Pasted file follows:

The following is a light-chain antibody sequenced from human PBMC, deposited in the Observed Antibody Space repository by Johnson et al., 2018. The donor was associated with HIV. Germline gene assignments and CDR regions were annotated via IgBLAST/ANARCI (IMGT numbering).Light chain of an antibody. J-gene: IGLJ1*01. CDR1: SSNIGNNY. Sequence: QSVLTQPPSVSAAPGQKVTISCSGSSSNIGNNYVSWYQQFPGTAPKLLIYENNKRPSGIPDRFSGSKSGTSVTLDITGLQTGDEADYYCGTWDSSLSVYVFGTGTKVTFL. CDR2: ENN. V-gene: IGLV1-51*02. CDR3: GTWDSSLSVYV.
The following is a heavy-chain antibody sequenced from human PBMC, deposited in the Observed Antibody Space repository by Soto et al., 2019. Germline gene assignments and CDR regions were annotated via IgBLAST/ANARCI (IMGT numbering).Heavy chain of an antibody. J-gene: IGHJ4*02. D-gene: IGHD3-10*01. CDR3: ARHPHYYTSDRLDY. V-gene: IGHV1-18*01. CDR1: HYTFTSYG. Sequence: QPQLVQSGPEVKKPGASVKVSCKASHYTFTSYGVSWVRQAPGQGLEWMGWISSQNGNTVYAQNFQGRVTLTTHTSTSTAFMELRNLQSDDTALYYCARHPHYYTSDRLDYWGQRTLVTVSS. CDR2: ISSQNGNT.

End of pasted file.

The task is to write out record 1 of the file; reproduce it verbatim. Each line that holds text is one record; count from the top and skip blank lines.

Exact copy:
The following is a light-chain antibody sequenced from human PBMC, deposited in the Observed Antibody Space repository by Johnson et al., 2018. The donor was associated with HIV. Germline gene assignments and CDR regions were annotated via IgBLAST/ANARCI (IMGT numbering).Light chain of an antibody. J-gene: IGLJ1*01. CDR1: SSNIGNNY. Sequence: QSVLTQPPSVSAAPGQKVTISCSGSSSNIGNNYVSWYQQFPGTAPKLLIYENNKRPSGIPDRFSGSKSGTSVTLDITGLQTGDEADYYCGTWDSSLSVYVFGTGTKVTFL. CDR2: ENN. V-gene: IGLV1-51*02. CDR3: GTWDSSLSVYV.